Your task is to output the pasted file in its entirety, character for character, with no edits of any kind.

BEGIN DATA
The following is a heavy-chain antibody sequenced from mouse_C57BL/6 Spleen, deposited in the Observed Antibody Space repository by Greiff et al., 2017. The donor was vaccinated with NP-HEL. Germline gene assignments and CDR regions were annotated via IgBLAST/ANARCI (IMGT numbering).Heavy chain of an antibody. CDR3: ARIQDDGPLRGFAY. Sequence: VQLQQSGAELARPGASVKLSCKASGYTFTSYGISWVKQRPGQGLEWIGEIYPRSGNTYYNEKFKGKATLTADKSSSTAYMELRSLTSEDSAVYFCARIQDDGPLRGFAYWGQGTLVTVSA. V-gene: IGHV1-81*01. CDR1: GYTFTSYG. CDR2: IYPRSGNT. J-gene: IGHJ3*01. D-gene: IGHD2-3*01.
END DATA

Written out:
The following is a heavy-chain antibody sequenced from mouse_C57BL/6 Spleen, deposited in the Observed Antibody Space repository by Greiff et al., 2017. The donor was vaccinated with NP-HEL. Germline gene assignments and CDR regions were annotated via IgBLAST/ANARCI (IMGT numbering).Heavy chain of an antibody. CDR3: ARIQDDGPLRGFAY. Sequence: VQLQQSGAELARPGASVKLSCKASGYTFTSYGISWVKQRPGQGLEWIGEIYPRSGNTYYNEKFKGKATLTADKSSSTAYMELRSLTSEDSAVYFCARIQDDGPLRGFAYWGQGTLVTVSA. V-gene: IGHV1-81*01. CDR1: GYTFTSYG. CDR2: IYPRSGNT. J-gene: IGHJ3*01. D-gene: IGHD2-3*01.